A picture is worth a thousand words, they say. It is so true. Yours truly enjoys taking casual snapshots and serious photographs of the flora, the fauna and the homo sapiens – be it on a routine day, an event, or any travel undertaken. Although I rarely get to share them, I do feel it is worthwhile to store memories and relive them down the line as a matter of flashback!
It is world photography day today – August 19. As a mark of celebration, I am posting some sketches from among the humble ones made in the last few years. Sketching used to be a hobby during school days. It somehow got buried subsequently. Well, let me tell you that a rekindled hobby can give you sparkling joy. Try one yourself and let me know how it feels!
Asian Paradise Flycatcher
Green Winged Macaw
Royal Bengal Tiger
White Winged Duck
Happy sketching and photographing!
– Rukma Vasudev
Nature’s bounty is best experienced when you are a part of it, living close to it. Quite a substantial period has been spent at my parents’ home called Dharani in Hubli, Karnataka, India. It is indeed enchanting to observe the garden here – a garden that my mother has tended to with so much love.
I take a stroll in the colourful garden every morning, watching out for some dainty flowers for the pooja (prayer rituals) performed by my father. The hues offered by flowers such as shanka pushpa (Asian pigeon wings); parijatha (coral jasmine); sampige (champak); dundu mallige (Mysore jasmine); yeLu sutthu mallige; nithya mallige (common jasmine); pink, red and yellow trumpets; kanakambara (firecracker); kepala (ixora); dasavaLa (hibiscus); kaNagile (oleander); roses and so on are simply eye-catching and refreshing. Every evening, I pluck some common jasmine flowers from their lush green creepers in the balcony and string them together. Ohh, what a blissful feeling that is! The seasons have a telling effect on the flowering plants – the nandi battalu (crape jasmine) and swastik (chandni) flowers that were seen in abundance during pre-monsoons have almost depleted now in the peak of monsoons. (By the way, there are 200-odd species of mallige or jasmine in Asia. They are known for their ethereal beauty whilst some are famed for their sweet smell.) The karibevu (curry leaves) plant is another favourite – it feels nice to smell the fresh aroma and use the leaves for cooking, straight from the garden. The tulasi/holy basil plant adds beauty to any garden. The sitaphala (sugar-apple) tree yields its fruits occasionally. The mango trees lived their lives, and a couple of times gave us unmatched joy with their luscious fruits; the next set of saplings planted are still in their growing stage. The papaya trees that grew magically had bestowed on us their yummy, seedless fruits. Apart from the heady smell emanated by the champak tree, it is a paradise for birds and butterflies. Occasionally I get to see chirpy birds such as a cuckoo, a red-vented bulbul, a sunbird, an ashy prinia, a tailor bird, a sparrow, or a coppersmith barbet perching on the champak tree as yours truly is sitting on the swing and basking in nature’s glory.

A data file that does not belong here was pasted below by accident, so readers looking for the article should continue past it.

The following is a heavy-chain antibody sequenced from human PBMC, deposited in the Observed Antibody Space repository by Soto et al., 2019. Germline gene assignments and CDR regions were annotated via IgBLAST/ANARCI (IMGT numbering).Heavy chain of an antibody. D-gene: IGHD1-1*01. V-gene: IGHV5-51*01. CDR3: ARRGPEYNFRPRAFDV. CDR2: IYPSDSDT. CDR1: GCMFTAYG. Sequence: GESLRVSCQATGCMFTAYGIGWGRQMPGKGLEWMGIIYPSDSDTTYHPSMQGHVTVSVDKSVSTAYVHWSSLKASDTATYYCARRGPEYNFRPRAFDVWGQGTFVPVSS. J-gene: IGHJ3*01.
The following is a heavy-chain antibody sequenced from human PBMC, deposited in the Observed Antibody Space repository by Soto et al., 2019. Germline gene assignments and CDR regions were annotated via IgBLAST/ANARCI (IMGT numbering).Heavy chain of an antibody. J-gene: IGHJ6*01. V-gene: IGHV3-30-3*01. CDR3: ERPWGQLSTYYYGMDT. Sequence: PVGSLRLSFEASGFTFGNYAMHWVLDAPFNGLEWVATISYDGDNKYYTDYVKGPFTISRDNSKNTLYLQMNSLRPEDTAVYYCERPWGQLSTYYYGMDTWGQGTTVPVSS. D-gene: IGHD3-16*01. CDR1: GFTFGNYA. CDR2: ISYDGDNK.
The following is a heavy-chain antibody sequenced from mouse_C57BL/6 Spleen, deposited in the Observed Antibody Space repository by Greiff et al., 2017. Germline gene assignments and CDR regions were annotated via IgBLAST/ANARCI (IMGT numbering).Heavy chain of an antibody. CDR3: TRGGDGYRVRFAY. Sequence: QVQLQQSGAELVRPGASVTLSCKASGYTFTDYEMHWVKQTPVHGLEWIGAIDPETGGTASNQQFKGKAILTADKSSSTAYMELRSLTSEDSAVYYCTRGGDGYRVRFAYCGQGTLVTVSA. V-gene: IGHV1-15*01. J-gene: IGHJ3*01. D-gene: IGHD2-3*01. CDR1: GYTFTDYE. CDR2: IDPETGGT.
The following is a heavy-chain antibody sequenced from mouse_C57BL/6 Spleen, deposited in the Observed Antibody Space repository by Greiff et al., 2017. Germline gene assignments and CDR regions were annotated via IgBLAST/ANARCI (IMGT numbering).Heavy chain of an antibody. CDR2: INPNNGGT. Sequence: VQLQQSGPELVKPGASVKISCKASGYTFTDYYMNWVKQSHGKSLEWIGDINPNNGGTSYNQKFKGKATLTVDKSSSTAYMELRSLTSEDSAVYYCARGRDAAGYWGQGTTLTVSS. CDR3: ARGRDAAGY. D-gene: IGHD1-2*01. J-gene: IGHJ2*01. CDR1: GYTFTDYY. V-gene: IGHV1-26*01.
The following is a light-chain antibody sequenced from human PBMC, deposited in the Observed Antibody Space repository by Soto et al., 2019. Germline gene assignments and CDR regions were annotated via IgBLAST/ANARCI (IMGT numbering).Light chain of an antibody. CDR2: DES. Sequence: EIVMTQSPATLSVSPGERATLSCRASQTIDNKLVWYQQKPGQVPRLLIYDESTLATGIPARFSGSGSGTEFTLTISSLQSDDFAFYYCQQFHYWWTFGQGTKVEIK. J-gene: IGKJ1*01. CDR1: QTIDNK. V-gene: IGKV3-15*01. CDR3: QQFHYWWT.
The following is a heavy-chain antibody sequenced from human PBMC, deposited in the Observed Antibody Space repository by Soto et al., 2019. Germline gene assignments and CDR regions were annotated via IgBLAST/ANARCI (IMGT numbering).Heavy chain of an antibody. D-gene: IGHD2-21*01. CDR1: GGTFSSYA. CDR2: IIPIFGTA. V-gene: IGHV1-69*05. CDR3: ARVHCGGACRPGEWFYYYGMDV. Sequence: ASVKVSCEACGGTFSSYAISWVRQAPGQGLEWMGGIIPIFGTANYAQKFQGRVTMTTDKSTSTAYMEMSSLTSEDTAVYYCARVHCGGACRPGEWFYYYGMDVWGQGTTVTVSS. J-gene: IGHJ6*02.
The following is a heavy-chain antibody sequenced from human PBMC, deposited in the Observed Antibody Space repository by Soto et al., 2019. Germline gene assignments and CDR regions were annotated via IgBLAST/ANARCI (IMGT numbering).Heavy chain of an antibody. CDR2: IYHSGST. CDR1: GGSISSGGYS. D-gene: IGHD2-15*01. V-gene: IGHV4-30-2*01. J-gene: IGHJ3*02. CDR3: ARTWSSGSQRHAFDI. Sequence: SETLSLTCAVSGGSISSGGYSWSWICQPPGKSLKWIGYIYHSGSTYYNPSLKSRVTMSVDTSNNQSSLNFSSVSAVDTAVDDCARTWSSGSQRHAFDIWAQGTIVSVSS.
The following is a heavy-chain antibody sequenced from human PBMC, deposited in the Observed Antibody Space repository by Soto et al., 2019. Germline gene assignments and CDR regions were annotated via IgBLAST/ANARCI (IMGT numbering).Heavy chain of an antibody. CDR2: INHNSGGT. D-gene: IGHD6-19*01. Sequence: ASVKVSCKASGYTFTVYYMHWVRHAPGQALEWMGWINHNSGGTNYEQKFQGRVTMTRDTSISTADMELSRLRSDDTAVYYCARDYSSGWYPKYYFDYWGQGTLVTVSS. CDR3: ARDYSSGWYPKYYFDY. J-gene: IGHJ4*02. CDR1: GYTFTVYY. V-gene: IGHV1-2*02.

Ahh, the blowing of winds, the falling of rains and the chirping of birds are making for a natural melody these days! As Albert Einstein said: “Look deep into nature, and then you will understand everything better.” Nature does serve as an antidote to the vicissitudes of life. Here goes my homage to the colourful garden, through some pictures.
Collection of flowers – I
Jasmine strung together
Collection of flowers – II
Aloe vera and crotons
Asian pigeon wings
Jasmine – light blue
– Rukma Vasudev